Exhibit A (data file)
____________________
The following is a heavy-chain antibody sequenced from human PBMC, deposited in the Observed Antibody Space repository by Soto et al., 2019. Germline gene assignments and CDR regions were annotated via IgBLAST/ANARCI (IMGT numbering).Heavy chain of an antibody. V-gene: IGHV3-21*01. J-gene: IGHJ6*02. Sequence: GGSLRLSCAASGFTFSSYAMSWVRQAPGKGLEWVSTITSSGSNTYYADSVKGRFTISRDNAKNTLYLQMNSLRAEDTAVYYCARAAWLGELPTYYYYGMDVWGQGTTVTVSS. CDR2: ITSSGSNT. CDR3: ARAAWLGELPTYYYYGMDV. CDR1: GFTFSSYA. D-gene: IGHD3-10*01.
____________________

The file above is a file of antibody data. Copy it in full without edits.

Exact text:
The following is a heavy-chain antibody sequenced from human PBMC, deposited in the Observed Antibody Space repository by Soto et al., 2019. Germline gene assignments and CDR regions were annotated via IgBLAST/ANARCI (IMGT numbering).Heavy chain of an antibody. V-gene: IGHV3-21*01. J-gene: IGHJ6*02. Sequence: GGSLRLSCAASGFTFSSYAMSWVRQAPGKGLEWVSTITSSGSNTYYADSVKGRFTISRDNAKNTLYLQMNSLRAEDTAVYYCARAAWLGELPTYYYYGMDVWGQGTTVTVSS. CDR2: ITSSGSNT. CDR3: ARAAWLGELPTYYYYGMDV. CDR1: GFTFSSYA. D-gene: IGHD3-10*01.